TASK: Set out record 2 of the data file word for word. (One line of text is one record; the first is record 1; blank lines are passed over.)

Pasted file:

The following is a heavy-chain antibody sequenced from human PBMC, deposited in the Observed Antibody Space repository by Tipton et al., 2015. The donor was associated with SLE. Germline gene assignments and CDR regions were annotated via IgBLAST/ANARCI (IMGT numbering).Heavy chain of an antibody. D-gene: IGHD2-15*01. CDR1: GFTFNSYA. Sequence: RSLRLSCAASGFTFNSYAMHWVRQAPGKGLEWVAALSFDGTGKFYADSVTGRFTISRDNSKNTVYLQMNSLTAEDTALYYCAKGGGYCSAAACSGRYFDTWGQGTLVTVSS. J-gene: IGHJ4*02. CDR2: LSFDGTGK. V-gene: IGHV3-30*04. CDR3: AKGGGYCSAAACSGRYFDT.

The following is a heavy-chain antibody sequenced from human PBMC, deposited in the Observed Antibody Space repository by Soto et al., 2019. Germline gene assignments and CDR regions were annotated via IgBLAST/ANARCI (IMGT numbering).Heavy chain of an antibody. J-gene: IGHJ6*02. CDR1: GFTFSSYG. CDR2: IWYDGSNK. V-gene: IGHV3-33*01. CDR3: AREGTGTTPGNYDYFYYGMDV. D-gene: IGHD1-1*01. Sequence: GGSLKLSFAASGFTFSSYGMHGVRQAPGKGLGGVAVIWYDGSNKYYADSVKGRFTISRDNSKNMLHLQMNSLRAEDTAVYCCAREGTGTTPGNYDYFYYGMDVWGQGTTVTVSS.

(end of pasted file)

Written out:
The following is a heavy-chain antibody sequenced from human PBMC, deposited in the Observed Antibody Space repository by Soto et al., 2019. Germline gene assignments and CDR regions were annotated via IgBLAST/ANARCI (IMGT numbering).Heavy chain of an antibody. J-gene: IGHJ6*02. CDR1: GFTFSSYG. CDR2: IWYDGSNK. V-gene: IGHV3-33*01. CDR3: AREGTGTTPGNYDYFYYGMDV. D-gene: IGHD1-1*01. Sequence: GGSLKLSFAASGFTFSSYGMHGVRQAPGKGLGGVAVIWYDGSNKYYADSVKGRFTISRDNSKNMLHLQMNSLRAEDTAVYCCAREGTGTTPGNYDYFYYGMDVWGQGTTVTVSS.